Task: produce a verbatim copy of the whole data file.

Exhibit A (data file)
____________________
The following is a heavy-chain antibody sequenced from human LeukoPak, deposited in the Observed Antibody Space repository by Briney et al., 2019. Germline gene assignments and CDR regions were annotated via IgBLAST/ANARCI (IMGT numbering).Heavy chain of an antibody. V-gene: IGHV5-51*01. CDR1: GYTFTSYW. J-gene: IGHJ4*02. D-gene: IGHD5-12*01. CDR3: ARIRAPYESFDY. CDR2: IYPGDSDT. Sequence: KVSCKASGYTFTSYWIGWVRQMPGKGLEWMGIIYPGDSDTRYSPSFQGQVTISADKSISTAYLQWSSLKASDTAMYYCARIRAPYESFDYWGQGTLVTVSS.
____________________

The following is a heavy-chain antibody sequenced from human LeukoPak, deposited in the Observed Antibody Space repository by Briney et al., 2019. Germline gene assignments and CDR regions were annotated via IgBLAST/ANARCI (IMGT numbering).Heavy chain of an antibody. V-gene: IGHV5-51*01. CDR1: GYTFTSYW. J-gene: IGHJ4*02. D-gene: IGHD5-12*01. CDR3: ARIRAPYESFDY. CDR2: IYPGDSDT. Sequence: KVSCKASGYTFTSYWIGWVRQMPGKGLEWMGIIYPGDSDTRYSPSFQGQVTISADKSISTAYLQWSSLKASDTAMYYCARIRAPYESFDYWGQGTLVTVSS.